The Belgian government has submitted to Parliament a bill introducing significant amendments to the Competition Act. The amended Competition Act will be included in the new Code of Business and Economic Law (Wetboek van economisch recht/Code de droit économique).
Amongst other things, the bill reforms the Belgian Competition Authority. The objectives of the proposed reform are twofold: on the one hand, to simplify the Competition Authority's structure and, on the other hand, to introduce faster and more efficient procedures. For instance, the bill provides for a settlement procedure for competition law violations and the possibility to appeal investigative measures. It also allows the Competition Authority to impose administrative fines on natural persons. Finally, the bill grants new powers to the Competition Authority in relation to price intervention.
New structure of the Competition Authority
The bill proposes merging the Competition Authority into a single, independent administrative body, composed of an investigative arm and a decision-taking arm. The reformed Competition Authority will be similar to the French Autorité de la Concurrence.
The new Competition Authority will be led by a president, assisted by a management committee which will determine enforcement priorities and general policy. The management committee will be composed of the president, the competition prosecutor-general, the chief economist and the head of legal affairs.
The College of Competition Prosecutors (Auditoraat/Auditorat) will oversee the investigative phase: it will decide whether to open an investigation, conduct the investigation and draft a preliminary decision. This body will be headed by the competition prosecutor-general.
The final decision will be taken by the Competition College (Mededingingscollege/Collège de la Concurrence), formerly the Competition Council (Raad voor de Mededinging/Counseil de la Concurrence). The Competition College is an administrative body. Decisions of the Competition College can be appealed to the Brussels Court of Appeal. In accordance with the European Court of Justice's Vebic ruling (ECJ, 7 December 2010, C-439/08), the Competition College will be able to defend its decisions before the Brussels Court of Appeal.
Procedures before the Competition Authority
Under the new procedure, undertakings concerned will receive the statement of objections during the investigative phase and will be able to present documents and information in their defence. The College of Competition Prosecutors will no longer submit a report but rather a preliminary decision to the Competition College. This non-binding preliminary decision will then be discussed before the Competition College. As is currently the case, the undertakings concerned will be able to submit written observations and will be given an opportunity to be heard.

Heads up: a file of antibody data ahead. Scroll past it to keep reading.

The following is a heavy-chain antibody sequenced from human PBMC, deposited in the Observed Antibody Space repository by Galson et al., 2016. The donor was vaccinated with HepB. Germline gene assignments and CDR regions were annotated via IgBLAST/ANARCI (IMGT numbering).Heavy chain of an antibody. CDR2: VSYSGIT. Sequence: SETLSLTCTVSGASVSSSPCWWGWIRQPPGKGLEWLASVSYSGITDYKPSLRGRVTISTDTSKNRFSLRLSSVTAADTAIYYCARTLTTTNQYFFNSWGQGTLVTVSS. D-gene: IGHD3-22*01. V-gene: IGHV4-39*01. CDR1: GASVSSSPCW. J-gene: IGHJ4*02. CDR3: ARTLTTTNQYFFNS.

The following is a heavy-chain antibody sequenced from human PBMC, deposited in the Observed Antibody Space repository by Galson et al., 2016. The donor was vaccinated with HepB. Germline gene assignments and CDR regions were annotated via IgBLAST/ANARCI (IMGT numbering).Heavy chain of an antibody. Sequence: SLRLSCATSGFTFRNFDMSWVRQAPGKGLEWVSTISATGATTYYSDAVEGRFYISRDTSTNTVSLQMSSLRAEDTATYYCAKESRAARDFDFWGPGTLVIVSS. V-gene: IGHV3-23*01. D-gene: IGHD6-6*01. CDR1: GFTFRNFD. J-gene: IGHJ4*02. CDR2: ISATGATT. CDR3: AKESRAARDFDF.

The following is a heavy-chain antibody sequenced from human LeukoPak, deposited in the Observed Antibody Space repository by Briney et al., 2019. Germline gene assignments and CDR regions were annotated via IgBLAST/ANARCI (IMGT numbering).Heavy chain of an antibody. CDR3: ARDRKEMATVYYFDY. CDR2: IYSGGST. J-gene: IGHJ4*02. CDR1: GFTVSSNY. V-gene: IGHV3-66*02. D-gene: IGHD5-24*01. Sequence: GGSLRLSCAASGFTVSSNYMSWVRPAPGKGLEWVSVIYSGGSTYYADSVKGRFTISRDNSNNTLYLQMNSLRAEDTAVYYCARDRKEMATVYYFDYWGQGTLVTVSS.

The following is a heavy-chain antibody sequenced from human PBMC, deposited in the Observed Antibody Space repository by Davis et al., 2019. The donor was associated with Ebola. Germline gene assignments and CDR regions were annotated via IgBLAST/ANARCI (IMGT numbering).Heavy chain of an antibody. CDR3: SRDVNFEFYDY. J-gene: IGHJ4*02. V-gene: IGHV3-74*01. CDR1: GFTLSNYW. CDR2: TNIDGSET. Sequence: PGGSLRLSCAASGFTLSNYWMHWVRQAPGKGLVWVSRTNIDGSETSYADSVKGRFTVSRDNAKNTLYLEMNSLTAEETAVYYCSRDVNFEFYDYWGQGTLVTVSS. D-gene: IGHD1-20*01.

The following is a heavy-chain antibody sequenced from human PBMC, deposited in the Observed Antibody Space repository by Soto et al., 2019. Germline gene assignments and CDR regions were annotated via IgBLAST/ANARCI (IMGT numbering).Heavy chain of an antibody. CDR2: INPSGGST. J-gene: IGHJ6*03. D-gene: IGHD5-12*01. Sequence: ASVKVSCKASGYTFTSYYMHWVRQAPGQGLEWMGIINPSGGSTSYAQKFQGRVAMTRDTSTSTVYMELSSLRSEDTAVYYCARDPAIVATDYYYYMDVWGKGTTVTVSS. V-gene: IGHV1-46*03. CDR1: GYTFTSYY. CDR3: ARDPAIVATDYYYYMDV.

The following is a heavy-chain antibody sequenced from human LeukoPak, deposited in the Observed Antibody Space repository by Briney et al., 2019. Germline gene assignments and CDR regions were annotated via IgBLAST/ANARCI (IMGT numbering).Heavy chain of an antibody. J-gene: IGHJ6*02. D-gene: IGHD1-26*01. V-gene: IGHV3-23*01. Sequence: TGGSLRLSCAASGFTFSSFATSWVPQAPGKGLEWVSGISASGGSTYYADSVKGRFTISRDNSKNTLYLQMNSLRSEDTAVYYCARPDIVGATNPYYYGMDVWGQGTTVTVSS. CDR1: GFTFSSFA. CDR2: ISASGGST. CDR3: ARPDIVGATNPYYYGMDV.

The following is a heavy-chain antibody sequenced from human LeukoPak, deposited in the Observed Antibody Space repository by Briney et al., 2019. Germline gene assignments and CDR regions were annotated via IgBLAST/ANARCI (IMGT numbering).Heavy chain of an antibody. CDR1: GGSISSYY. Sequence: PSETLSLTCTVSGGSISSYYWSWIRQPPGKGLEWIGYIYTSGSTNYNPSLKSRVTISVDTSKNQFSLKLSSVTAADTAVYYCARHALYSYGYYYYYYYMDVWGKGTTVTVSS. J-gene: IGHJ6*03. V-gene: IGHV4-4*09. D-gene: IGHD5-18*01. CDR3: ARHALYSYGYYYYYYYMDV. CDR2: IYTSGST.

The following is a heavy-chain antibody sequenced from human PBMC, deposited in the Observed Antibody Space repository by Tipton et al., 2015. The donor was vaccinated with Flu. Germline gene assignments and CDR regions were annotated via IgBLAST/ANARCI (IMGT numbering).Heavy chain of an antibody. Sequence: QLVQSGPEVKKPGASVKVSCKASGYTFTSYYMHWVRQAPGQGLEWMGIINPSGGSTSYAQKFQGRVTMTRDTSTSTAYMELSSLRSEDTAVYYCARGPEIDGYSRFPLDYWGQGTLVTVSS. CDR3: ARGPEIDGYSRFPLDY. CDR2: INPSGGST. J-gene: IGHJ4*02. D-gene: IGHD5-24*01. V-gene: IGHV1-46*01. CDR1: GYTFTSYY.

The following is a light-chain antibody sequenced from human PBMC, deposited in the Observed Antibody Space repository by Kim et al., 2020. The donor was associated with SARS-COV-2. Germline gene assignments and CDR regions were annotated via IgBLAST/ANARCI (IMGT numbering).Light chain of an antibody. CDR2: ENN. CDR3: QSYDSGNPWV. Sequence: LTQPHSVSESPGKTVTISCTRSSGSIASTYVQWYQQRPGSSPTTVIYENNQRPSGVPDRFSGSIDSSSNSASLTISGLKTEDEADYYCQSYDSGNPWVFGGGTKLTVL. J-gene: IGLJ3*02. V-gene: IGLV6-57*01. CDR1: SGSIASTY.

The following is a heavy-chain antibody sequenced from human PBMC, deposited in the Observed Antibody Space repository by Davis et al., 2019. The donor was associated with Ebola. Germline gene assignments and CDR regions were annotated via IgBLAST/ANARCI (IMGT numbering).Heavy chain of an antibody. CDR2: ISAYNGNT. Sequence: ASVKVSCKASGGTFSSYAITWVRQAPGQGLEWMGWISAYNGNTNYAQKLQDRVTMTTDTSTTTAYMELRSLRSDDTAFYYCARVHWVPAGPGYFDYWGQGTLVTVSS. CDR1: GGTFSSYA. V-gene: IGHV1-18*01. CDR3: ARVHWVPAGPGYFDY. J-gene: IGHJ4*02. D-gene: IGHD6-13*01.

The procedure for interim measures will also be reformed. The new procedure should allow the Competition Authority to take a decision within two months from receipt of a request for interim measures.
The Competition Authority, following in the footsteps of the European Commission, will be able to opt for an expedited settlement procedure, in which the undertakings concerned acknowledge their violation(s) of competition law and agree to pay a fine.
Appeal of investigative measures
Another important amendment is the possibility for undertakings to contest investigative measures by the College of Competition Prosecutors. In a separate appeal following issuance of the statement of objections, undertakings under investigation will be able to object to the Brussels Court of Appeal the inclusion in the preliminary decision of evidence obtained during inspections by the College of Competition Prosecutors.
Administrative fines on natural persons
The bill allows the Competition Authority to impose administrative fines on natural persons for competition law violations. More specifically, natural persons that took part in a cartel on behalf of an undertaking or an association of undertakings and that participated in so-called hard-core cartel practices, such as price fixing and market sharing, can be fined. On the other hand, fines cannot be imposed on natural persons merely for abuse of dominance. It is expected that fining natural persons will enhance the deterrent effect of the competition law rules. Currently, the Competition Authority can only fine legal entities.
Price monitoring and intervention
The Competition Authority is granted new powers in relation to price monitoring. Pursuant to the bill, the Price Monitoring Authority (Prijzenobservatorium/Observatoire des prix), which forms part of the Ministry of Economic Affairs, will report to the Competition Authority on structural market problems, dysfunctions in pricing levels or margins, and abnormal price fluctuations. Subsequently, the Competition Authority can, after having heard the parties, order interim measures, e.g. impose maximum prices, for a period of up to six months. The parties can appeal interim measures to the competent appellate court.
This aspect of the bill is highly controversial as it would reintroduce state intervention in pricing levels and margins and goes against the general principle that prices should be freely determined by market forces.
Parliament will now discuss, and possibly amend, the bill.
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